Focus

One of the challenges I often hear from developers is about focus – there are good reasons to avoid multitasking (a big one being that people can’t multitask – it’s actually time-slicing and incredibly inefficient) but at the other extreme working on a single problem for a whole day is also ineffective, so what’s the ideal amount of time? [Drum roll] It depends! 😉

My personal preference is based on the Pomodoro technique – I like 25 minute timeboxes of focused work interspersed with 5 minute breaks. It fits well with breaking work into small chunks, which means I need to understand the problem I’m tackling and think about a path towards the goal. The other benefit I find is that it’s a good reminder to switch between sitting and standing at my adjustable desk.

There’s a perception that longer timeboxes equate to more focus, but people’s concentration tends to wane after about 45 minutes hence the “ideal” could be using an approach like Pomodoro and allocating multiple timeboxes to the same problem: 25 minutes working on a problem, a 5 minute break, and then another 25 minute timebox will (for most people) be more effective than 45 minutes without a break. The focus-and-break cycle should be sustainable throughout the day, so every so often the technique recommends a longer break; it’s also good to give your eyes (as well as your brain) a break, and even do some stretches.

But, of course, it’s not that simple! If one person is “in the zone” and focused solely on their work for an entire day then they haven’t been collaborating with their teammates or getting feedback from their customer. That may feel good for the developer but agile is a team sport – “the needs of the many outweigh the needs of the few”. The sprint commitment is made by the whole team. Having only one team member understand a problem or the design of a solution is fragile – if that person is unavailable (e.g. on vacation for two weeks) then the rest of the team is blocked from making progress.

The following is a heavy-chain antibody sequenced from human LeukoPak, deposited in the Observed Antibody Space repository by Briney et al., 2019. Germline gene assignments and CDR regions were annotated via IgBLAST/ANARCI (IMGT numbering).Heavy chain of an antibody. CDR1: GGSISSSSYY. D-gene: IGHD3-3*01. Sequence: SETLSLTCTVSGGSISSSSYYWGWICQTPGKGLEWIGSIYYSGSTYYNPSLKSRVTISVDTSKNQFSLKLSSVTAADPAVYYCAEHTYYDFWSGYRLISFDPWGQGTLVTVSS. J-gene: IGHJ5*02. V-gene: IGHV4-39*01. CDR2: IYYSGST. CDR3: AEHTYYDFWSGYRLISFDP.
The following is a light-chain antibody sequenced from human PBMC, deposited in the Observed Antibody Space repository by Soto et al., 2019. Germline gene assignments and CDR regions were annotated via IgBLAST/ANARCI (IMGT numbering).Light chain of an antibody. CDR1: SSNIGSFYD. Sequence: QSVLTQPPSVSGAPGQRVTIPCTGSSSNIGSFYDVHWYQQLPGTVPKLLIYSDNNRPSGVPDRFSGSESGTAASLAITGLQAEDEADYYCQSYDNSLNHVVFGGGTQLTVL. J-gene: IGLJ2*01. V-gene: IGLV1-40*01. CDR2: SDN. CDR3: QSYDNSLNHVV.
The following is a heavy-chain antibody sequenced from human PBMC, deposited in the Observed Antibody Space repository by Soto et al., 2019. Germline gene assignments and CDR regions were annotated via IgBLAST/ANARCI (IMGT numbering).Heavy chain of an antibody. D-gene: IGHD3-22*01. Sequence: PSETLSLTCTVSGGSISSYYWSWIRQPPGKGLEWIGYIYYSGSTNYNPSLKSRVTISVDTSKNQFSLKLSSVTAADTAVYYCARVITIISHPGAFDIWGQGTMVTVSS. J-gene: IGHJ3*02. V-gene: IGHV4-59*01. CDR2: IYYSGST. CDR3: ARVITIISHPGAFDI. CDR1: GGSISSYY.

The other reason to break that focus into smaller chunks is to demonstrate the work in progress and seek feedback. If you only get feedback every other day, then the potential exists for a lot of rework and wasted effort – the longer the interval, the bigger the risk.

One additional thing to consider: it is important to look ahead, not just focus on the work at hand, so there is a need to fit refinement or replenishment into the schedule, as well as the daily stand up or other team coordination meetings. Without looking ahead all that focused effort could be for nothing if it doesn’t fit into the larger vision.

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